Tipping etiquette for a bed & breakfast

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After finishing off an excellent, home-cooked morning meal prepared by your hospitable bed-and-breakfast host, you suddenly begin to feel uncomfortable. To tip, or not to tip? You don't want to insult your innkeeper either way. Bed-and-breakfasts are different from regular hotels; no standard rules apply for tipping.

Tipping customs can vary from inn to inn.

Owner as Employee

While staying at a bed-and-breakfast, you can see how much work a bed-and-breakfast owner puts in: Often, the inn's host often acts as a cook, a housekeeper, the bellhop and the hostess, and whatever else is required of him. However, the innkeeper is also the person getting to keep the brunt of your money, unless the inn is larger and employs its own housekeeping staff or cook.

Regular Hotel Etiquette

At a regular hotel, the standard policy is to tip hotel personnel, from the bellhop to the doorman to the housekeeping staff. According to "Good Housekeeping" magazine, a guest should tip the hotel doorman and/or bellhop 60p or £1.30 for carrying luggage. The hotel's concierge should receive £3 to £6 for helping the guest arrange for special events and services. A valet should get £1.30 or £1.90 when returning your car. Housekeeping usually gets £1.30 to $5 per day, and room-service waiters should get the standard 20 per cent of your bill's total.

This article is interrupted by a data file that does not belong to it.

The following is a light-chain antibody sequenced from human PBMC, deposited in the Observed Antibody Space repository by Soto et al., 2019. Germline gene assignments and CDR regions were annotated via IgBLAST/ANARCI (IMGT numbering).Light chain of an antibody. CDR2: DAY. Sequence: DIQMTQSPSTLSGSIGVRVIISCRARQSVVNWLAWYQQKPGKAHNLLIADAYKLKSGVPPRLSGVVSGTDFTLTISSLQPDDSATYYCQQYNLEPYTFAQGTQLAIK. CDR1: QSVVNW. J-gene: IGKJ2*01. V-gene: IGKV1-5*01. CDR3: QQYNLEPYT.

How to Tip

Most etiquette guides recommend to tip any hired bed-and-breakfast staff that helps make your stay more enjoyable. Tip a bed and breakfast's concierge, valet, housekeeper, bellhop and wait staff the same way you would tip them at a regular hotel. Often, a bed-and-breakfast will let the cleaning staff leave a specially marked envelope for guests to leave a tip in; however you do it, make sure your tip is clearly labelled. Many guides recommend to tip as you go, to ensure that your money ends up with its intended recipient.

When Not to Tip

Refrain from leaving a tip if you are told about any policy against accepting tips. Do not feel obligated to leave a tip for the inn owner or the rest of the owner's family, either. The owners will be happy to have your business; you can do them a favour after a nice visit and leave feedback on the Internet for prospective patrons to read.